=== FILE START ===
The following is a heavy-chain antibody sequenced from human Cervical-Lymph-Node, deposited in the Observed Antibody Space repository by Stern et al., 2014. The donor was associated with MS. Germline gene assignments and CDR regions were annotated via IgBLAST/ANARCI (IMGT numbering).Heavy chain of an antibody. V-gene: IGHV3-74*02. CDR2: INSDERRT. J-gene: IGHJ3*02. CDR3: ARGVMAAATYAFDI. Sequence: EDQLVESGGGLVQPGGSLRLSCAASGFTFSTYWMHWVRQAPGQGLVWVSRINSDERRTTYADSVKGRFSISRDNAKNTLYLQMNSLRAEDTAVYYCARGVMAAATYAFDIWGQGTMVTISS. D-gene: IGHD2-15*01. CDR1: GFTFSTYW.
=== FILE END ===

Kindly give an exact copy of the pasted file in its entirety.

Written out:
The following is a heavy-chain antibody sequenced from human Cervical-Lymph-Node, deposited in the Observed Antibody Space repository by Stern et al., 2014. The donor was associated with MS. Germline gene assignments and CDR regions were annotated via IgBLAST/ANARCI (IMGT numbering).Heavy chain of an antibody. V-gene: IGHV3-74*02. CDR2: INSDERRT. J-gene: IGHJ3*02. CDR3: ARGVMAAATYAFDI. Sequence: EDQLVESGGGLVQPGGSLRLSCAASGFTFSTYWMHWVRQAPGQGLVWVSRINSDERRTTYADSVKGRFSISRDNAKNTLYLQMNSLRAEDTAVYYCARGVMAAATYAFDIWGQGTMVTISS. D-gene: IGHD2-15*01. CDR1: GFTFSTYW.